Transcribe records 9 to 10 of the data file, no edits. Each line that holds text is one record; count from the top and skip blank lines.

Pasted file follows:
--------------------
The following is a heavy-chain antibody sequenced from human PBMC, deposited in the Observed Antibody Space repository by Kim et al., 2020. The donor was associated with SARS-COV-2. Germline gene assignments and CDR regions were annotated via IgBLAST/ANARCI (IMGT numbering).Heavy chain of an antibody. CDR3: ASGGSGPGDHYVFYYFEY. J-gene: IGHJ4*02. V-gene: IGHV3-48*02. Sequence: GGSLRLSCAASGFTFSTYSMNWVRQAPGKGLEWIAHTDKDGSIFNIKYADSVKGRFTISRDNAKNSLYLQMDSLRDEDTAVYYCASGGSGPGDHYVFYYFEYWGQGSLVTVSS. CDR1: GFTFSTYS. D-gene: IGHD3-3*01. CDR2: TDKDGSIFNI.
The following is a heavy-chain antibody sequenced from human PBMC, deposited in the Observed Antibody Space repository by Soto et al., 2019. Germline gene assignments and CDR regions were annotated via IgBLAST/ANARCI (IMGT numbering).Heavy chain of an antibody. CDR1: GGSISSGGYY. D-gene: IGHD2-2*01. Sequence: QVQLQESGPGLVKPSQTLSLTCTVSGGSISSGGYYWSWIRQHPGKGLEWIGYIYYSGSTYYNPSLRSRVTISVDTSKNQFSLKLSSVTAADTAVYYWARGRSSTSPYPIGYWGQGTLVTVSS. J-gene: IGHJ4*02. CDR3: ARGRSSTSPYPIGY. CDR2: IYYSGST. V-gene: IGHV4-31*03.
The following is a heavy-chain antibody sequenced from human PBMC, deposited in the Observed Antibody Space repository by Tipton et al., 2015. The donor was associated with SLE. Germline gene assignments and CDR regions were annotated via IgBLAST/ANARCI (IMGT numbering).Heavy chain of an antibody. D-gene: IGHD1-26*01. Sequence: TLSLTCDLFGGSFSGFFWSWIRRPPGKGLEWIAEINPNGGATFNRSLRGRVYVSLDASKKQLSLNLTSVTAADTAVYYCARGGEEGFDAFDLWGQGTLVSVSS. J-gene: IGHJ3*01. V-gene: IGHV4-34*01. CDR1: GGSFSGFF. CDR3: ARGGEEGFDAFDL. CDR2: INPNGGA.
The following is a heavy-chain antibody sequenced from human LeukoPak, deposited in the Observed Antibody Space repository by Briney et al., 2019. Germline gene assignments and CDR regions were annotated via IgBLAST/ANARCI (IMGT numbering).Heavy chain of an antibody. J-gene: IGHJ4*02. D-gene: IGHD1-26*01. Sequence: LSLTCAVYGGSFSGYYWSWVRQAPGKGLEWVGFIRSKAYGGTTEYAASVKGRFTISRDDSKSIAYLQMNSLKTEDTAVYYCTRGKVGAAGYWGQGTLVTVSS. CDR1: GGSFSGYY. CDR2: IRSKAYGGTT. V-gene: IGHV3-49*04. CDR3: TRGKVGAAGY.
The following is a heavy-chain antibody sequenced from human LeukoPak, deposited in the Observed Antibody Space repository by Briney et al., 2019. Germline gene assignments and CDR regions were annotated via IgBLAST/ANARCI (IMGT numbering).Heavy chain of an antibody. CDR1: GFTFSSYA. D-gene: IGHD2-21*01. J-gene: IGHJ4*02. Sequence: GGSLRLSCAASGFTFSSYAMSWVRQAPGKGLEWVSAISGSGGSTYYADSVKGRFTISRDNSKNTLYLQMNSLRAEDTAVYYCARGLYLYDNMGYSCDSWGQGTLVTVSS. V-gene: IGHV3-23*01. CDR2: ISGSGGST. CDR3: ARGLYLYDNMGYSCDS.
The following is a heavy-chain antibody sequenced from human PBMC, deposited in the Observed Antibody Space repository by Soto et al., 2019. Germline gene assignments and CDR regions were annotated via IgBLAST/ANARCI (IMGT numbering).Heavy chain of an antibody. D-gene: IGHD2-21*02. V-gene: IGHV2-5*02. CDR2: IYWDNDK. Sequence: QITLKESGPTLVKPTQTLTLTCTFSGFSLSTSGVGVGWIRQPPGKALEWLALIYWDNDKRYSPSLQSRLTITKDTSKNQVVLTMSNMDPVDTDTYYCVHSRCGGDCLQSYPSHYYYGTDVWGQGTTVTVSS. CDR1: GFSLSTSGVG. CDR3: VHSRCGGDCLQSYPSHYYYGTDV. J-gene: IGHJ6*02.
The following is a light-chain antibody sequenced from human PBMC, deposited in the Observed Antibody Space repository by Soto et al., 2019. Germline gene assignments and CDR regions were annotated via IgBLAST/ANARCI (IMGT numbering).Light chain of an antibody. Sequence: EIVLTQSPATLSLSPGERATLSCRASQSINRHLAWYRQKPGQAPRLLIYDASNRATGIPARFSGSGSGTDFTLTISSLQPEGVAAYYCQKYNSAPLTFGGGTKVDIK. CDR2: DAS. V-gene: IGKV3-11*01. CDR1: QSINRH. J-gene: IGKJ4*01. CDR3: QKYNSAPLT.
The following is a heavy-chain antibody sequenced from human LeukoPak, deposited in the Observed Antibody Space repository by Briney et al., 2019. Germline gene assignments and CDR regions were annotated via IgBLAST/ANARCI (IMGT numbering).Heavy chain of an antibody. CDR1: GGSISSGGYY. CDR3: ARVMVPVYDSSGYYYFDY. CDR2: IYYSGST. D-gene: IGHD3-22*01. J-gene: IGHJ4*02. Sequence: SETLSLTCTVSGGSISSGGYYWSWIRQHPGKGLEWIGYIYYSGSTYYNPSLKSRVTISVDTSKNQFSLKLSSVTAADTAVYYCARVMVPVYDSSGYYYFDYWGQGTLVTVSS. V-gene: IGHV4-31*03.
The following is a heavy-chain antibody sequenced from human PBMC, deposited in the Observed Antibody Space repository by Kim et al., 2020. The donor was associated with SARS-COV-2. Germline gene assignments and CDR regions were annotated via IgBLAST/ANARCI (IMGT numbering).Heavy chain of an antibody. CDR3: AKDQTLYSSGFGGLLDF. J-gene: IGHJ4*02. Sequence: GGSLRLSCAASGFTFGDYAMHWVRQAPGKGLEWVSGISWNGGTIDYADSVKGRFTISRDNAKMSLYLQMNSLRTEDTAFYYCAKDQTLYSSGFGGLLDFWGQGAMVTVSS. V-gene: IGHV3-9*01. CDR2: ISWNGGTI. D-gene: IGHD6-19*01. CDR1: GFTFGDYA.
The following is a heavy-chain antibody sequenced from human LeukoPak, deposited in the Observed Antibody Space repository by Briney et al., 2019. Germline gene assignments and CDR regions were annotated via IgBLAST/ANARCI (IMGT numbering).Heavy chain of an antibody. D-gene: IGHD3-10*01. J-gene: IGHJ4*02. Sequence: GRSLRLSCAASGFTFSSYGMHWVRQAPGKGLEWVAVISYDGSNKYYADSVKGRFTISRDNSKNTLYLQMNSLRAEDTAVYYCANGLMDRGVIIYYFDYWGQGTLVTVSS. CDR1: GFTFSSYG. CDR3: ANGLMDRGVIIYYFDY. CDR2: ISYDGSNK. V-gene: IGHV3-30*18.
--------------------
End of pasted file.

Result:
The following is a heavy-chain antibody sequenced from human PBMC, deposited in the Observed Antibody Space repository by Kim et al., 2020. The donor was associated with SARS-COV-2. Germline gene assignments and CDR regions were annotated via IgBLAST/ANARCI (IMGT numbering).Heavy chain of an antibody. CDR3: AKDQTLYSSGFGGLLDF. J-gene: IGHJ4*02. Sequence: GGSLRLSCAASGFTFGDYAMHWVRQAPGKGLEWVSGISWNGGTIDYADSVKGRFTISRDNAKMSLYLQMNSLRTEDTAFYYCAKDQTLYSSGFGGLLDFWGQGAMVTVSS. V-gene: IGHV3-9*01. CDR2: ISWNGGTI. D-gene: IGHD6-19*01. CDR1: GFTFGDYA.
The following is a heavy-chain antibody sequenced from human LeukoPak, deposited in the Observed Antibody Space repository by Briney et al., 2019. Germline gene assignments and CDR regions were annotated via IgBLAST/ANARCI (IMGT numbering).Heavy chain of an antibody. D-gene: IGHD3-10*01. J-gene: IGHJ4*02. Sequence: GRSLRLSCAASGFTFSSYGMHWVRQAPGKGLEWVAVISYDGSNKYYADSVKGRFTISRDNSKNTLYLQMNSLRAEDTAVYYCANGLMDRGVIIYYFDYWGQGTLVTVSS. CDR1: GFTFSSYG. CDR3: ANGLMDRGVIIYYFDY. CDR2: ISYDGSNK. V-gene: IGHV3-30*18.